Thor, St. Boniface, and the Origin of the Christmas Tree

Public Domain / Wikimedia Commons / ChurchPOP

When the average person thinks of a Catholic saint, I’d venture to guess that it’s not a fearless, axe-wielding, hammer-breaking, oak-crushing, converter of heathens that comes to mind. And yet, that’s exactly the kind of guy St. Boniface was.

Born around 680 in England, Boniface entered a Benedictine monastery before being commissioned by the pope to evangelize modern-day Germany, first as a priest, and eventually as a bishop. Under the protection of Charles Martel, Boniface traveled through all of Germany, restrengthening regions that had already been introduced to Christianity and bringing the light of Christ to those that hadn’t. Boniface, “with his tireless activity, his gift for organization, and his adaptable, friendly, yet firm character,” found a great amount of success in his travels, said Pope Benedict XVI in 2009.

Here Boniface is described (albeit dramatized for story-telling) by Henry Van Dyke in The First Christmas Tree (1897),

“What a man he was! Fair and slight, but straight as a spear and strong as an oaken staff. His face was still young; the smooth skin was bronzed by wind and sun. His gray eyes, clean and kind, flashed like fire when he spoke of his adventures, and of the evil deeds of the false priests with whom he contended.” (1)

Around the year 723, Boniface was traveling with a small party in the region of Lower Hesse. He knew of a community of heathens near Geismar who, in the middle of winter, would make a human sacrifice (a child, typically) to the thunder-god Thor (yes, THAT Thor) at the base of their sacred oak tree, the “Thunder Oak”. Boniface, in part from advice from a brother bishop, wished to destroy the Thunder Oak to not only save the life of the human sacrifice, but also to show the heathens that he would not be struck down by lightning at the hands of Thor.

As the story goes, Boniface and his companions, reaching the village on Christmas Eve, arrived at the place of the sacrifice in time enough to interrupt it. With his bishops’ staff (crozier) in hand, Boniface approached the pagan crowd, who had surrounded the base of the Thunder Oak, saying to his group, “Here is the Thunder Oak, and here the cross of Christ shall break the hammer of the false god, Thor.”

With a small child laid out for the sacrifice, the executioner raised his hammer high. But on the downswing, Boniface extended his crozier to block the blow, miraculously breaking the great stone hammer and saving the child’s life.

Afterward, Boniface is said to have proclaimed to the people:

“Hearken, sons of the forest! No blood shall flow this night save that which pity has drawn from a mother’s breast. For this is the birth-night of the Christ, the son of the Almighty, the Savior of mankind. Fairer is He than Baldur the Beautiful, greater than Odin the Wise, kinder than Freya the Good. Since He has come sacrifice is ended. The dark, Thor, on whom you have vainly called, is dead. Deep in the shades of Niffelheim he is lost forever. And now on this Christ-night you shall begin to live. This blood-tree shall darken your land no more. In the name of the Lord, I will destroy it.” (2)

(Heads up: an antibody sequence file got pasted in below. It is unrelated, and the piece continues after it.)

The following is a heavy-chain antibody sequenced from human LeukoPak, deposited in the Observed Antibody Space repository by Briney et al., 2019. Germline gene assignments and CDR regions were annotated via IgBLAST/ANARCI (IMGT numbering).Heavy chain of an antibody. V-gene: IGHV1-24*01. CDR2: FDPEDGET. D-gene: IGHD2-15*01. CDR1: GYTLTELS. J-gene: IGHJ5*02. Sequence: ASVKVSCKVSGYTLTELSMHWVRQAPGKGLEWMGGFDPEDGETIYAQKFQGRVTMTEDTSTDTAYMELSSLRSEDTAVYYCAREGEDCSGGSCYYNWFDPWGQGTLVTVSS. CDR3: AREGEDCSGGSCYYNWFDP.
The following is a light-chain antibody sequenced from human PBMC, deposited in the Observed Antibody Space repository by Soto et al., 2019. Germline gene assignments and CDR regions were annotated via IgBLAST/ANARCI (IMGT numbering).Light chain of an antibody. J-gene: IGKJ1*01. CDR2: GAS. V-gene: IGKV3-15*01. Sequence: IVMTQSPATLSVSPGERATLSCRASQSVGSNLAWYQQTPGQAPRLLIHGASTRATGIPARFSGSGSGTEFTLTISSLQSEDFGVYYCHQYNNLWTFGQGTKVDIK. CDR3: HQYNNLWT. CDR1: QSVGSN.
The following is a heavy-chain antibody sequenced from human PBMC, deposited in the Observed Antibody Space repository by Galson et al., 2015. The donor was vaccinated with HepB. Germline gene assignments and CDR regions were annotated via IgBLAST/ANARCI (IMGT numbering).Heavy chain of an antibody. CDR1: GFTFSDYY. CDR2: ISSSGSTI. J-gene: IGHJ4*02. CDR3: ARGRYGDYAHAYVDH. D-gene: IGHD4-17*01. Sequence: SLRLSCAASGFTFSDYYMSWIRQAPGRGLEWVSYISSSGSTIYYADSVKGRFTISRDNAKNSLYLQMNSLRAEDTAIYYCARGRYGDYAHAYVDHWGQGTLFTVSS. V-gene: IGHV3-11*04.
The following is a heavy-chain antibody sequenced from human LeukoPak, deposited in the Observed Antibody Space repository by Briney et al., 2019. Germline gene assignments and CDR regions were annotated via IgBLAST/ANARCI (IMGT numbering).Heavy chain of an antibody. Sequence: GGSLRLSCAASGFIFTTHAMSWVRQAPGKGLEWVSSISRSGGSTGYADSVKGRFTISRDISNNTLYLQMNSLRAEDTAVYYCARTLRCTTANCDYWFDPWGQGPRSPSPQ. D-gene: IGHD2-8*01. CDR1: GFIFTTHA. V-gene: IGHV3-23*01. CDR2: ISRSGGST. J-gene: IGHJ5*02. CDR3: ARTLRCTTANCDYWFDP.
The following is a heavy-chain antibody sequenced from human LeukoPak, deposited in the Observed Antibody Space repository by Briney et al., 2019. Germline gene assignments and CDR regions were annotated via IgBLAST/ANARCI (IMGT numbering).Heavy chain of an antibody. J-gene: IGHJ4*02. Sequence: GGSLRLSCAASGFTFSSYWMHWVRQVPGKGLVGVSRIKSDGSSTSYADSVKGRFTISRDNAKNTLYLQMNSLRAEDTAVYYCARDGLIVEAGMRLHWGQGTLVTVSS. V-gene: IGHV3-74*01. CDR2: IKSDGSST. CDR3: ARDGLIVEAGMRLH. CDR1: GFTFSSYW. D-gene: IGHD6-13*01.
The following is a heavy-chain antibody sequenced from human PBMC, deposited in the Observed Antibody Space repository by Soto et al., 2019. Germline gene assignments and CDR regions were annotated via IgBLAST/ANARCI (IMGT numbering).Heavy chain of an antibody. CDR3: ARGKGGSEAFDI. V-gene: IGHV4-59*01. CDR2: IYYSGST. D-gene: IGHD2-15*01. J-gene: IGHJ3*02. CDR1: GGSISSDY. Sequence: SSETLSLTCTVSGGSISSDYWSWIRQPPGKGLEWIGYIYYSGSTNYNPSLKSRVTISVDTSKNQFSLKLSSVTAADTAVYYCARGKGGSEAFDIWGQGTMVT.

Boniface picked up an axe nearby and, as legend has it, took one mighty swing at the oak when a great gust of wind arose through the forest and felled the tree, roots and all. It lie on the forest floor, broken in four pieces. Though afterwards Boniface had a chapel built from the wood, our story takes us to what stood immediately beyond the ruins of the mighty tree.

The “Apostle of Germany” continued to preach to the astounded Germanic peoples, who were in disbelief that this slayer of Thor’s Thunder Oak had not been struck down by their god. Boniface looked beyond where the oak lay, pointing to a small, unassuming fir tree, saying:

“This little tree, a young child of the forest, shall be your holy tree tonight. It is the wood of peace… It is the sign of an endless life, for its leaves are ever green. See how it points upward to heaven. Let this be called the tree of the Christ-child; gather about it, not in the wild wood, but in your own homes; there it will shelter no deeds of blood, but loving gifts and rites of kindness.” (3)

And so, the Germans began a new tradition that night, one that stretches to the present day. By bringing a fir into their homes, decorating it with candles and ornaments, and celebrating the birth of a Savior, the Apostle of Germany and his flock gave us what we now know as the Christmas tree.

Originally posted on Mountain Catholic

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